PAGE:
This as explained by Minister of Finance in 2017 would be occasioned by decline in diamond revenue mainly due to government forfeiting some of its dividend from Debswana to fund mine expansion projects.
Cumulatively, since 2017/18 to 2019/20 financial year the budget deficit totaled to over P16 billion, of which was financed by both external and domestic borrowing and drawing down from government cash balances.
Taking into account the COVID-19 economic mess in 2020/21 financial year, the budget deficit could add up to P20 billion after revised figures.
Drawing down from government cash balances to finance these budget deficits meant significant withdrawals from the Government Investment Account, hence the near depletion of this buffer.
Meanwhile should Botswana’s revenue streams completely dry up to zero levels; the country would only have 11 months, before calling out for humanitarian aids and international donors, because foreign reserves are also on slow down.
During 2019, the foreign exchange reserves declined by 8.7 percent, from Seventy One Billion, Four Hundred Million Pula (P71.4 billion) in December 2018 to Sixty Five Billion, Three Hundred Million Pula (P65.3 billion) in December 2019.
The reserves declined further in 2020, falling by 2.3 percent to Sixty Three Billion, Seven Hundred Million Pula (P63.7 billion) in July 2020. This was revealed by President Masisi during State of the Nation Address in November last year.
The decrease was mainly due to foreign exchange outflows associated with Government obligations and economy-wide import requirements.
However latest statistics(October 2020) from Bank of Botswana reveal that Botswana’s foreign reserves are estimated at P58.4 billion, with government’s share of these funds significantly low.
Government has since introduced several measures to contain costs and control expenditure with the most recent intervention being the halting of recruitment in government departments and parastatals.
Furthermore, Value Added Tax has been signaled to go up from 12% to 14% in April this year with more hikes and service fees anticipated as government embarks on unprecedented domestic revenue mobilization.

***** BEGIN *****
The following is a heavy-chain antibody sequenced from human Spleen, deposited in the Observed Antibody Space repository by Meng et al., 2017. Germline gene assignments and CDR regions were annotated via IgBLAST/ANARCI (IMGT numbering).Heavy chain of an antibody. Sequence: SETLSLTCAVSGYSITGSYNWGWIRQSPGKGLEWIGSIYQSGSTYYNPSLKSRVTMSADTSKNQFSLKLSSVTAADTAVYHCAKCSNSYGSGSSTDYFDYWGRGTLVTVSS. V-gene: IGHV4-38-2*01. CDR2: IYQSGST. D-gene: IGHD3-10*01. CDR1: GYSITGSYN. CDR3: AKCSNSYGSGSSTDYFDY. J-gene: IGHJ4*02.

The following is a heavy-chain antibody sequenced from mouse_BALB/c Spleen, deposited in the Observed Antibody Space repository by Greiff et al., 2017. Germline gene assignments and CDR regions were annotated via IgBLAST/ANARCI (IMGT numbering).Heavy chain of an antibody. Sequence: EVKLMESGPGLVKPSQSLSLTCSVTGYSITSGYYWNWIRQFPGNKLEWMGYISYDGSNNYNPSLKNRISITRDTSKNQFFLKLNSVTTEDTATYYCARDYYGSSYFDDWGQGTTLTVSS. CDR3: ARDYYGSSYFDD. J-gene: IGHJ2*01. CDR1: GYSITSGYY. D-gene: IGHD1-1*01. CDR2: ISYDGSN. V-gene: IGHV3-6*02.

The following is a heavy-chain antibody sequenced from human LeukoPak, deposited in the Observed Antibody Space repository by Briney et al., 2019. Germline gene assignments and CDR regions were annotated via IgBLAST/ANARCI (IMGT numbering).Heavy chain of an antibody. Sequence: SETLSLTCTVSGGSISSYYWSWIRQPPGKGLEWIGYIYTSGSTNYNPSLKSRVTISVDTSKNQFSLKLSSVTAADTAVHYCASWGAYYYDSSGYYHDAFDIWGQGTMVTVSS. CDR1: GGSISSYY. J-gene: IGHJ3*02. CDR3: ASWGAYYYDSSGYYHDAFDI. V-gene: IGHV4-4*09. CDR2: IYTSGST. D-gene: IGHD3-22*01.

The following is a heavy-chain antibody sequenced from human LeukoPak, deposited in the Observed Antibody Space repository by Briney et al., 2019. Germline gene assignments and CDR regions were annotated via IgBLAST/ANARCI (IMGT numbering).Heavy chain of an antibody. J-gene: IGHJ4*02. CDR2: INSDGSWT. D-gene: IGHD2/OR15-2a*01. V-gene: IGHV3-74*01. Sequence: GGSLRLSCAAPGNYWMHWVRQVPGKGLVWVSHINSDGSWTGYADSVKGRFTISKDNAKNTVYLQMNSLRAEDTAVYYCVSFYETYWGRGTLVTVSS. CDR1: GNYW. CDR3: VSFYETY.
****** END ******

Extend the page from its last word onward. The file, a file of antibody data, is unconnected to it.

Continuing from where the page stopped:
Botswana Stock Exchange listed hotel group Cresta Marakanelo Limited (“CML” or “the Company”) announced the signing of a lease agreement for Phakalane Golf Estate Hotel & Convention Centre, which will see CML extend its footprint by adding the 4 star Gaborone property to its already impressive portfolio. The agreement is subject to regulatory approvals therefore the effective date of the transaction is expected to be 1 February 2021.
CML brings a wealth of expertise to the lease and despite the difficult year for the tourism and hospitality industry, due to the impact of the COVID-19 pandemic, CML remains confident in the recovery of the sector and the need to invest in expanding the Company’s footprint.
CML Managing Director, Mr Mokwena Morulane commented: “Our continued efforts to improve our offerings, understand the market dynamics and modern day trends in the face of global challenges, means we are ready for the changing face of tourism and international travel, and this addition to the Cresta portfolio signals our confidence in the future.
“Despite the headwinds faced in 2020, Management has continued to focus on projects that enhance CML’s product offering such as the refurbishments at Cresta Mowana Safari Resort & Spa in the tourism capital Kasane and the ongoing refurbishment of Cresta Marang Residency in Francistown. The signing of the lease for the 4 star Phakalane Golf Estate Hotel & Conference Centre is a great addition to the Cresta portfolio and will unlock shareholder value in the future.
“We remain vigilant to value-enhancing opportunities including acquisitions or leases, after having reconsidered our pipeline against current and expected market conditions.”
Commenting on the lease agreement, the Chief Executive Officer, Mr S Parthiban, speaking on behalf of Phakalane noted; “No hotel chain holds as much expertise in the region, understands our local culture and tastes and what hospitality is about better than Cresta Marakanelo Limited. We believe that the renovations done to the property has made Phakalane Hotel and Convention Centre a unique product in Botswana and at par with international facilities. We believe that this lease will benefit not only us as Phakalane , but the market in general as Cresta has run hotels successfully in Botswana for over 30 years and is therefore expected to bring new offerings that appeal to the local and international markets as well as the residents and visitors to the Golf Estate. We look forward to a long mutually beneficial relationship with Cresta.”
CML like the rest of the tourism and hospitality industry and the entire value chain was hard hit by lockdowns with the surge of COVID-19. By investing during the low period, the company hopes to realise the future value of spending time in preparing for the new consumer dynamics and behaviour. Despite business interruptions as a result of a six-month long state of emergency and several lock-down periods declared by the Government of Botswana to limit the spread of COVID-19, the Company is starting to record an increase in occupancies, which bodes well for the recovery of the industry and the Company’s future prospects.